Since I just finished watching the third season of Animaniacs on DVD, let's break this down to "Good Idea/Bad Idea."
Good Idea. Trying to make Spidey's villains more interesting. Please note that I said "more interesting" and not "more powerful" or "more deadly." They're not the same things.
Bad Idea. Doing this one villain right after another villain. It's contrived, especially when the mastermind behind the upgrades is the monumentally unimaginative Lady Kraven or what ever the heck they call her.
Good Idea. Giving the Rhino a happy ending.
Bad Idea. Replacing him with a new Rhino, a new, boring, and even ridiculous new Rhino. Where's the quality control?
Good Idea. Mysterio. I'm totally buying his return and all it encompasses. He hasn't been this interesting since the days of Stan Lee and Steve Ditko.
Good Idea. No "bad idea" when it comes to Mysterio and I got a huge kick out of his origin story in Web of Spider-Man #4 [$3.99]. Kudos to writer Fred Van Lante.
Bad idea. Resurrecting the "Clone Saga" garbage in the Spider-Girl portion of Web of Spider-Man. I mentioned "The Great Dumbness" earlier. Well, the "Clone Saga" was "The Great Dumbness" before the current reigning "Great Dumbness" and I think a case can be made that those who believe otherwise are delusional. We should create support groups for them.
Good Idea. I liked the Hammerhead tale that also appeared in Web of Spider-Man. Kudos to writer Frank Tieri for showing me something new with this character.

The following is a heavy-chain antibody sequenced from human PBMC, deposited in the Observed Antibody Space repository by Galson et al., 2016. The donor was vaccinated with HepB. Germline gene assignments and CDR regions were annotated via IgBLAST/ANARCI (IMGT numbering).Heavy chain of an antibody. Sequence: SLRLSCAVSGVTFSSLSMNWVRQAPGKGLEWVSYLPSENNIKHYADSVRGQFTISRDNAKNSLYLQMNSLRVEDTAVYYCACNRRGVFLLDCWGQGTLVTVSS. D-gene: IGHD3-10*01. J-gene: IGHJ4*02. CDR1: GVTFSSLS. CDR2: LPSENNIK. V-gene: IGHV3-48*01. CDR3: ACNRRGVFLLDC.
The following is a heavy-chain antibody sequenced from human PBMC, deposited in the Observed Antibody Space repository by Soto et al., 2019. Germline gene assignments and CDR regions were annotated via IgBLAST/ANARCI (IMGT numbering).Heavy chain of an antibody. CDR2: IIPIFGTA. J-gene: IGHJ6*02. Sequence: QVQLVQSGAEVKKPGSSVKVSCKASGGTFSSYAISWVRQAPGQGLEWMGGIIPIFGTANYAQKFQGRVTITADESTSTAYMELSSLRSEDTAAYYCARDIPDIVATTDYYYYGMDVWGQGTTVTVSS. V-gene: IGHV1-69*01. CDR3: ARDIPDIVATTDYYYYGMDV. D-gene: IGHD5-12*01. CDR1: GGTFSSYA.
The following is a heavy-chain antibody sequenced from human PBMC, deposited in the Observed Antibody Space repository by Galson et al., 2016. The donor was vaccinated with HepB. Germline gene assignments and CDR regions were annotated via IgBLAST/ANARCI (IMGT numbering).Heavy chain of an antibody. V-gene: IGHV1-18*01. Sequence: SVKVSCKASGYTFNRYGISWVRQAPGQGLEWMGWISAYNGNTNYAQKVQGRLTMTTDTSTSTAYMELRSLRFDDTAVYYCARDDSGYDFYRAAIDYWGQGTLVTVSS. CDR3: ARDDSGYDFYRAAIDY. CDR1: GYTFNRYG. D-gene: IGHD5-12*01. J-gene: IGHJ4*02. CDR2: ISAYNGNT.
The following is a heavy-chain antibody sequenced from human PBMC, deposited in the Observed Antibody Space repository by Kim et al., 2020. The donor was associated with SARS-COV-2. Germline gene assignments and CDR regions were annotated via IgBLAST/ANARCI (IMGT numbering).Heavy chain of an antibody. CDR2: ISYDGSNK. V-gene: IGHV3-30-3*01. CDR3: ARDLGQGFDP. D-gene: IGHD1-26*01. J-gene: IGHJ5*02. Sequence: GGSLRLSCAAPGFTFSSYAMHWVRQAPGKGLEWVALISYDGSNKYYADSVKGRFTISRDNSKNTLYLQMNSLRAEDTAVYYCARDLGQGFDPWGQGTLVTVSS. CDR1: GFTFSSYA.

On our usual scale of zero to five Tonys, here's how the most recent issues of these titles ranked:
Amazing Spider-Man #617: two Tonys.
Amazing Spider-Man #618-620: four Tonys.
Web of Spider-Man #4: three Tonys.
Thanks for spending a part of your day with me. I'll be back on Monday with more stuff.
ZERO: Burn your money before buying any comic receiving this rating. It doesn't *necessarily* mean there's absolutely nothing of value here - though it *could* - but whatever value it might possess shrinks into insignificance before its overall awfulness.
ONE: Buy something else. Maybe I found something which wasn't completely dreadful in the item, but not enough for me to recommend it when there are better comics available. I only want what's best for you, my children.
TWO: Basic judgment call. I found some value, but not enough to recommend it. My review should give you enough info to decide if you want to take a chance on it. Are you feeling lucky today, punk? Well, are you?
THREE: This denotes something I find perfectly respectable. There are better books out there, but I wouldn't regret buying this item. Based on my review, you should be able to determine if it's of interest to you. Let the Force guide you.
FOUR: I recommend anything earning this rating. Unless you don't like the genre, subject matter, or past work of the creators, I believe you'll enjoy this item. Isn't it uncanny how I can look right into your soul that way?
FIVE: Anything getting this rating is among the best comicdom has to offer. You should buy/read this, even if the genre/subject matter doesn't appeal to you. It's for your own good. Me, I live for comics and books this good...but not in a pathetic "Comic-Book Guy" sort of way.
Please send material you would like me to review to: